I lived part-time in a Buddhist Monastery for nearly two years and one thing I learned was that control is an illusion. Ironic since the Renzi tradition was all about form and structure, you went to Doksan (To talk to the Roshi) and performed such a long list of bows and postures I had them written on the inside of my arm. And yet, it was about you and the pillow and your uncontrollable thoughts. For the first month of intensive meditation I had porn, pretty hard core stuff, scrolling through my brain. I was told it was common. I could control my body in meditation but my mind could go wherever it wanted.
Control is an illusion. I learned that from having a baby, being married three times, and teaching teenagers. In the middle of a brilliant lecture, a kid raises his or her hand and says: "Can I go to the bathroom? Did you get a hair cut? How much does it cost to take the train to Chicago?" One day a gang boy (Latin Kings) raised his hand and said, "You look just like that chick in THE MATRIX" while I was explaining the concept of a dangling modifier. Very flattering. Irrelevant and inaccurate but flattering.
Last week I posted a shot of myself with one of the cats on Face book. It was a Photo booth picture taken first thing in the morning, hair unbrushed, no makeup. The cat looked pretty ragged, also. Someone actually commented about how tired I looked and that both of us seemed hungover. Since I've been sober 25 years plus, that was an interesting perspective and as far as I know Fatty doesn't drink anything but water. Before digital cameras and photo shopping, controlling one's image was much less possible. The school picture of you with your eyes closed, your mouth open, the unflattering shot of you in an awful bathing suit, these images remained unless you did as my eldest sister did, cut yourself out of family photographs.
My middle sister was beautiful. When I stood next to her in front of a camera I always felt like the plain one. But somehow, I didn't much care. When I started acting, I had head shots taken that were very flattering and my first book jacket was very nice. My sister, the anti photography one, remarked that if I walked around with a klieg light shining on my cheekbones, I would always look that good. But my face is a face that has lived and it's the face I want.
This got me thinking about control and maybe what we can and can't control and whether in fact we can control anything. Take aging. I do yoga, I exercise, I eat reasonably well, I use various anti-aging stuff on my face and definitely sunblock but that's it. I'm 53. Sometimes I look much younger, artfully applied makeup, happiness, lots of rest, these things reduce the years. Sometimes, the early-morning cat shot time, I look close to my age. Back in the day, i expected lots of male attention. If I walked into a room and heads didn't turn, I was crushed. But that's not true anymore. I can't control how people perceive me and I don't care. I try not to look terrible. As a young woman I could walk around in a state of dishevelment and it worked fine. I looked sexy and casual. Now I look homeless and deranged.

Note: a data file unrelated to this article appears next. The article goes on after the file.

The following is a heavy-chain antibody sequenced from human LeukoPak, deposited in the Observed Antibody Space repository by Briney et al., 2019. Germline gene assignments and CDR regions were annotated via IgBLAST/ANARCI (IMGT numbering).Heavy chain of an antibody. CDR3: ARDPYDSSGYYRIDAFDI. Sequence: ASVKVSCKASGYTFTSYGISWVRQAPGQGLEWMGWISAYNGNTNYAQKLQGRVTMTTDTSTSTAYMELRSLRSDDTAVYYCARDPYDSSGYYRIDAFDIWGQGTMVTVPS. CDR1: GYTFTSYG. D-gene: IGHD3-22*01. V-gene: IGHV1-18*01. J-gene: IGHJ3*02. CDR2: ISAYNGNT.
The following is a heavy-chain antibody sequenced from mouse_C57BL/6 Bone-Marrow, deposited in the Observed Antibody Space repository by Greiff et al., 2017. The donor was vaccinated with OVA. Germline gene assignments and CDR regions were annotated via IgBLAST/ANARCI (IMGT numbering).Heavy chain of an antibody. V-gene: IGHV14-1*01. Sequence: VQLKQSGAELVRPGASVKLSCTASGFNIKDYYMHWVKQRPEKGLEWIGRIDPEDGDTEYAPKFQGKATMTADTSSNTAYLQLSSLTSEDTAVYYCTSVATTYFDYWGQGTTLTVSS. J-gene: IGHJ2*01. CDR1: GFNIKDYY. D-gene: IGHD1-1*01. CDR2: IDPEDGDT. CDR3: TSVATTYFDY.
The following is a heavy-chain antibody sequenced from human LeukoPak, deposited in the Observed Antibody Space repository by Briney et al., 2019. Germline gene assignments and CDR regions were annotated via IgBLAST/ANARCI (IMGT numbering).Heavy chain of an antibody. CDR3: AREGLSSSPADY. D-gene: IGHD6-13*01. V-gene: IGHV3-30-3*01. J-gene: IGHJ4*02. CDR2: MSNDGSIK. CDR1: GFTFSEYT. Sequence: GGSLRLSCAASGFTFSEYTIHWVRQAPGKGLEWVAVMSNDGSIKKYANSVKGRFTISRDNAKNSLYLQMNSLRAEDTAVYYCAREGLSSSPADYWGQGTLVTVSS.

I have a sixteen year old son and parents in their mid-eighties. My son rides a bike at night without a light, my father just fell and broke his neck. My son won't accept the bike light I gave him, my parents won't go into assisted living. I have no control. I can't make my husband stop eating Popeye's deep fried chicken, I can't make people follow my infinite wisdom because they prefer their own counsel. All around me there are Bartelby's murmuring, "I prefer not to." and that is as is should be. If I was in charge, everyone would do yoga and eat tons of root vegetables and read constantly but they'd also watch horrendous reality television and sneak chocolate and feel superior to people who don't enjoy 2 hour spin classes.
And then there are the cats. One loves me so much he stands on my chest at 3am staring into my eyes making a weird guttural noise and kneading my flesh. However, when I come home from work and try to snuggle with him, he slowly pulls his body out of my arms, refuses to make eye contact, walks away, butt in the air.
And then there is my husband. He stopped smoking but then he started again and lied to me. "Are you smoking?" "No." And my sister who talks to me as if I was a slightly stupid suburban nitwit who doesn't get the big picture. Her big picture. When I let go, when I accept my powerlessness, all falls into place, the place it would end up anyway, and I am serene and hopefully look remarkably young.